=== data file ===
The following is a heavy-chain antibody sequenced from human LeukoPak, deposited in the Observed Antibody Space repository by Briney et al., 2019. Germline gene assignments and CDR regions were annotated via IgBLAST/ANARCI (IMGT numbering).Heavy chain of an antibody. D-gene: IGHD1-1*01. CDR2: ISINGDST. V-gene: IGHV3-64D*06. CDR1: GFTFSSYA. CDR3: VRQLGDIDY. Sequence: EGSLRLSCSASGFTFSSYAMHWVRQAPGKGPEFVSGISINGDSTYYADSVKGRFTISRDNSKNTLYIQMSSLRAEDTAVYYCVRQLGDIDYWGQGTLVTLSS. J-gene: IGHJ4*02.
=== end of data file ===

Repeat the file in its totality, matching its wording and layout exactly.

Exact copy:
The following is a heavy-chain antibody sequenced from human LeukoPak, deposited in the Observed Antibody Space repository by Briney et al., 2019. Germline gene assignments and CDR regions were annotated via IgBLAST/ANARCI (IMGT numbering).Heavy chain of an antibody. D-gene: IGHD1-1*01. CDR2: ISINGDST. V-gene: IGHV3-64D*06. CDR1: GFTFSSYA. CDR3: VRQLGDIDY. Sequence: EGSLRLSCSASGFTFSSYAMHWVRQAPGKGPEFVSGISINGDSTYYADSVKGRFTISRDNSKNTLYIQMSSLRAEDTAVYYCVRQLGDIDYWGQGTLVTLSS. J-gene: IGHJ4*02.